According to official and authoritative documents, Dr. Leso developed and helped carry out “enhanced interrogation” techniques at Guantánamo Bay in 2002. Importantly, the APA hasn’t disputed Leso’s role in the interrogation of detainee Mohammed al-Qahtani, an interrogation that included being hooded, leashed, and treated like a dog; sleep deprivation; sexual humiliation; prolonged exposure to cold; forced nudity; and sustained isolation.

In a subsequent investigation, Susan Crawford, a judge appointed by then-Secretary of Defense Robert Gates, characterized this treatment of al-Qahtani as “life-threatening” and meeting the legal definition of “torture.”

Over almost seven years, the APA — whose leadership has nurtured strong connections with the military and intelligence establishment — never brought the case to its full Ethics Committee for review and resolution. In defending this decision a few weeks ago, the APA board released a statement explaining that a handful of top people with classified military access had determined that there was nothing unethical about Dr. Leso’s actions and that the case should be immediately closed.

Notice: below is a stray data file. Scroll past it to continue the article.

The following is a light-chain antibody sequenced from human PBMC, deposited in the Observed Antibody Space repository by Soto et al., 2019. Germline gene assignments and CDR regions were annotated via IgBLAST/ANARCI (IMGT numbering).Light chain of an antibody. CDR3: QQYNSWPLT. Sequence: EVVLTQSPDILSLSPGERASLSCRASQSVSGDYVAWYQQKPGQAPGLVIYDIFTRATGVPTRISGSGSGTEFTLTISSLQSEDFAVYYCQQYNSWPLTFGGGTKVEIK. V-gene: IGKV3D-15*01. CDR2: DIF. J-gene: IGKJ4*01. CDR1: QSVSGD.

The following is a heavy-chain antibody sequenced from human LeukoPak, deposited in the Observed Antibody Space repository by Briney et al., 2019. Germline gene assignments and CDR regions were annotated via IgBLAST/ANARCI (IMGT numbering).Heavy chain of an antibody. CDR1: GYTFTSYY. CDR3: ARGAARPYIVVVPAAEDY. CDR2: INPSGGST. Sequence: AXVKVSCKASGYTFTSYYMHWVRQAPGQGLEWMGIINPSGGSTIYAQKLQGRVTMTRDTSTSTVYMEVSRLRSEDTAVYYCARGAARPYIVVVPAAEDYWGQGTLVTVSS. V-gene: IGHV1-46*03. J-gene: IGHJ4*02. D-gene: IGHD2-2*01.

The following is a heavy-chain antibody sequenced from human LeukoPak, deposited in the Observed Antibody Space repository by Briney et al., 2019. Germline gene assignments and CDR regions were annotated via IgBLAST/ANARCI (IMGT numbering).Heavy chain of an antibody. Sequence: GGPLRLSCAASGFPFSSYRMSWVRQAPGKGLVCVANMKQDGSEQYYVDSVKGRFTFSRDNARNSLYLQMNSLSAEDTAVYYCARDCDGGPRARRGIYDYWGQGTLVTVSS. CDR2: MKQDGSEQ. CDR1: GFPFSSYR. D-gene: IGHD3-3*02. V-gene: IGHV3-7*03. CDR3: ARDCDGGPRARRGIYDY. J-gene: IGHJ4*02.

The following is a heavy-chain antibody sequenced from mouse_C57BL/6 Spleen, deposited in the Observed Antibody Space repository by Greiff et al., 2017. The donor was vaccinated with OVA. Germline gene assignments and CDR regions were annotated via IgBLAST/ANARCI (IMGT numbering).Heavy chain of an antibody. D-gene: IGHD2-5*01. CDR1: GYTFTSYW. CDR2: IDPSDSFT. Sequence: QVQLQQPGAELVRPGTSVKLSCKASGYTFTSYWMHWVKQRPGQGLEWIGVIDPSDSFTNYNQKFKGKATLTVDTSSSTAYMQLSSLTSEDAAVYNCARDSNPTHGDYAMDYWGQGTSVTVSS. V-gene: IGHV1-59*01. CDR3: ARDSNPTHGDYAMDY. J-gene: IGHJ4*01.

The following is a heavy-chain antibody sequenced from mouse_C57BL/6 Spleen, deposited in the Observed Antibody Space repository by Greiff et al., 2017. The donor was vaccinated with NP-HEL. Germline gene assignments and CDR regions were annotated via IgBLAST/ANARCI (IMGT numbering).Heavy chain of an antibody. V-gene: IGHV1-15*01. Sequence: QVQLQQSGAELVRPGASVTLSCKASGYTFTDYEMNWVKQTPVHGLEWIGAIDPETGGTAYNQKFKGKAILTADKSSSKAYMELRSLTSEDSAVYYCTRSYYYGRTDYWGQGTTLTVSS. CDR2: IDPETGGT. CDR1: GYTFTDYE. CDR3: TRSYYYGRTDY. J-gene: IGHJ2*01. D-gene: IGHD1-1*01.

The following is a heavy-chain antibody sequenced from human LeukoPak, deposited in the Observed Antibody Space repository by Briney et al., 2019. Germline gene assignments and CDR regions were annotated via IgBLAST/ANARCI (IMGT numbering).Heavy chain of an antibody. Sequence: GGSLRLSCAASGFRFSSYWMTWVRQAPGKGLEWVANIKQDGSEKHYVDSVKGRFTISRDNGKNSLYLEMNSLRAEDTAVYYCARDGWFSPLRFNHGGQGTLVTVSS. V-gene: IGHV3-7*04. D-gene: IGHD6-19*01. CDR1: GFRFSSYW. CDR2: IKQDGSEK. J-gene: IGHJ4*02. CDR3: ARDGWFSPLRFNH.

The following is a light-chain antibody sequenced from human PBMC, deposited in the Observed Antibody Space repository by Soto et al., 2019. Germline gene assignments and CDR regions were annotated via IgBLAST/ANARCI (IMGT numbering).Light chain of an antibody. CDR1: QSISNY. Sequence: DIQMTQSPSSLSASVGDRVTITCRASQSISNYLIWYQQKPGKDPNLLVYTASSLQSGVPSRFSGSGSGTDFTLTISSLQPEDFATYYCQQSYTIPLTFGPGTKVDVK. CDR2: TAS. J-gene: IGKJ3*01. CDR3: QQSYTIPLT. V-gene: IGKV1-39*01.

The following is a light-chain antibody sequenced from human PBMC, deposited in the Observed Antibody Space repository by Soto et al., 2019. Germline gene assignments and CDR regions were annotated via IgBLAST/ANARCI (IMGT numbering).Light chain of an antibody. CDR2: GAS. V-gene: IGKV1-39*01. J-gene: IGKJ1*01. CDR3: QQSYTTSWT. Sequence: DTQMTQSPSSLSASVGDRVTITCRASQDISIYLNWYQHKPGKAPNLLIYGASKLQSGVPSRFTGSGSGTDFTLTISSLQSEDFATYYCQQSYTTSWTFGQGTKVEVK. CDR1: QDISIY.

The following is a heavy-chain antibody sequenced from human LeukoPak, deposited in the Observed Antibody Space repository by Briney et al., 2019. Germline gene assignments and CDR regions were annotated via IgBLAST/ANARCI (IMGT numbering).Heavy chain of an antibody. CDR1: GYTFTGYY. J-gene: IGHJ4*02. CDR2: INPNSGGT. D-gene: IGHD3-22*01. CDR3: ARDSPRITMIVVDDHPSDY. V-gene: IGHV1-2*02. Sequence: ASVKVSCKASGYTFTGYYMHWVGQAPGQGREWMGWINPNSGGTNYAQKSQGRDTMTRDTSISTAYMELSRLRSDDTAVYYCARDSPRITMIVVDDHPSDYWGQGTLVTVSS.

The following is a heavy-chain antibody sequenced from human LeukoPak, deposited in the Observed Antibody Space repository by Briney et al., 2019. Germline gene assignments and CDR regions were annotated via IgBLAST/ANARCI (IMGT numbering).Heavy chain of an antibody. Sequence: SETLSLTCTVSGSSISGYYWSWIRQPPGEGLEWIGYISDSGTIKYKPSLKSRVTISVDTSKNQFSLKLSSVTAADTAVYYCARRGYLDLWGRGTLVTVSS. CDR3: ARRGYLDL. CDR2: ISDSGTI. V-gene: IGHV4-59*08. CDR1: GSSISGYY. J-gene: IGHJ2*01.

What exactly is the interest of the leaders of the world’s largest professional association of psychologists in blocking investigation into torture? And should psychologists who participated in torture have this dark chapter of their careers wiped clean without censure?

Ethical imperatives to “do no harm” and sanctions for psychologists who break the rules — from sleeping with patients to insurance fraud to not informing research subjects of their rights — exist not only to protect the public but also to provide clear guidance to professionals faced with moral dilemmas. Yet when considering ethical complaints, the APA apparently takes involvement in torture less seriously than these other transgressions.

If such ethical parameters are effectively nullified, what kind of future might we expect?

Here’s an equally important question: Has U.S. torture really ended? While the Obama administration made an early display of banning some of the worst techniques that had been given the official seal of approval under Bush and Cheney, such as waterboarding, the Pentagon continues to engage in cruel, inhuman, and degrading practices.